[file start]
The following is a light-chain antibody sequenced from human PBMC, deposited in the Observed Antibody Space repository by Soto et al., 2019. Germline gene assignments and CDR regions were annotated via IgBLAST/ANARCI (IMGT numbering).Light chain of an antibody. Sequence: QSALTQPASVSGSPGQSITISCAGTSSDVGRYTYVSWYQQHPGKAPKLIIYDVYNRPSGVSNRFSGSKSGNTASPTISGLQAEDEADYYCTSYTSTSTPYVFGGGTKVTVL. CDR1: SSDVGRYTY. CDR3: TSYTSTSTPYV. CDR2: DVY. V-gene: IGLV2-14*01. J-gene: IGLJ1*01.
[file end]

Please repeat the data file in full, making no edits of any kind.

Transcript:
The following is a light-chain antibody sequenced from human PBMC, deposited in the Observed Antibody Space repository by Soto et al., 2019. Germline gene assignments and CDR regions were annotated via IgBLAST/ANARCI (IMGT numbering).Light chain of an antibody. Sequence: QSALTQPASVSGSPGQSITISCAGTSSDVGRYTYVSWYQQHPGKAPKLIIYDVYNRPSGVSNRFSGSKSGNTASPTISGLQAEDEADYYCTSYTSTSTPYVFGGGTKVTVL. CDR1: SSDVGRYTY. CDR3: TSYTSTSTPYV. CDR2: DVY. V-gene: IGLV2-14*01. J-gene: IGLJ1*01.